ABOUT ERIC JOYNER
“Born in San Mateo. My childhood was fairly uneventful, doing usual things: reading comics (mostly Mad, Creepy, Eerie & newspaper comic strips), playing sports, going to school, and drawing and painting. I remember going to a huge Van Gogh exhibit as a child at the De Young in SF (and being very impressed,) & taking painting lessons with my older sister at the local rec center. Around first grade, classmates & teachers started to take notice of my work, and eventually my paintings from a fourth grade class, along with some other students work, were chosen for an extended statewide tour.
In high school, I spent my energy drawing, painting & working in a lumber mill to save for school. After winning a few awards, I knew I’d attend art school. I left home to attend the Academy of Art in San Francisco for 4 years. While there, I made a few friends & won some awards. Later, with influential teachers like Francis Livingston, Kazu Sano, Bill Sanchez & Robert Hunt, my illustration skills improved. Soon I was getting a few advertising jobs during his last semester at the Academy (mostly pen & ink & school book assignments).
After Art school, I joined the SF Society of Illustrators, participating in their annual shows, charities & Air Force art programs. Clients were educational publishers, high tech companies, card companies, magazine publishers & ad agencies. In 1989 I won two gold medals in the S.F.S.I. annual show.
During the recession of the 1990’s, I took a computer animation assignment, not knowing mouse from a hole in wall…learning 5 programs at the same time. After 3 months of torture, I chose not to pursue animation. The training was good though; I still use some things I learned. A few years later, I took a job texture mapping & got to relive the learning/producing nightmare. My next job, doing backgrounds for internet cartoons at Spunky Productions, was not such a headache.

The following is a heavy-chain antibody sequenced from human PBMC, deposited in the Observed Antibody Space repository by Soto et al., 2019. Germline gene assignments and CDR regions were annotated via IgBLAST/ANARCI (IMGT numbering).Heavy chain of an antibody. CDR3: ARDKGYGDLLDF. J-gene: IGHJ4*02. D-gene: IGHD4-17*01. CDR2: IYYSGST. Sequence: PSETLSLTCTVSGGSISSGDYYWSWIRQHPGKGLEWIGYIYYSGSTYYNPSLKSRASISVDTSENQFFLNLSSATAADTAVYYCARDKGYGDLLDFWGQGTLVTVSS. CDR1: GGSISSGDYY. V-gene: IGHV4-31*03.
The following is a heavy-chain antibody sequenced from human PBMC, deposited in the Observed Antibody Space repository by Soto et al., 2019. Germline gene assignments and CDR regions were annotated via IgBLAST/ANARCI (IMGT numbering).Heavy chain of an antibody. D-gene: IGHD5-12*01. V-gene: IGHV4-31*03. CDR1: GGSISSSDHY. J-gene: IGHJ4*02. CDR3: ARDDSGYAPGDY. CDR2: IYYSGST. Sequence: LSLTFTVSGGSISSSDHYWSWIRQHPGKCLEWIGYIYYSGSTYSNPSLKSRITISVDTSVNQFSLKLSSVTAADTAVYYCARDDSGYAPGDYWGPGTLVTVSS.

In 1999 I entered various juried shows at Artisans Gallery in Mill Valley. The work was well received. Shows in other galleries, (usually group shows) were positive as well. In 2000, after years of painting other people’s pictures, I made the decision to only paint things that I liked. Four series of paintings of different subjects were started; they were San Francisco urban-scapes, paintings of old newspaper cartoons characters, Mexican masks, and Japanese tin toy robots. Though all four series of these subjects were enjoyable to do, I chose to focus on the tin robots, as they were the most popular, & seemed to have the most possibilities.
So, armed with a small collection of robots & spaceships, I began painting them in earnest. To bring them to life without loosing their charm, I showed them where they belonged: outer space. By 2002 the paintings were looking good, but they still needed something to play off of… perhaps a nemesis. After a month or so of searching for a ‘nemesis’ I had an epiphany while watching the movie ‘Pleasantville.’ In one of the scenes, Jeff Daniels paints a still life of…donuts. With thoughts of Wayne Thiebaud’s pastries always close at hand, it wasn’t difficult to see the battle scene of robots retreating from 300-foot tall donuts when I went to bed that night. The rest is history.”
View Extended Collections at ericjoyner.com
Show Curated to F8 By Toph One
See Barstaff to Purchase.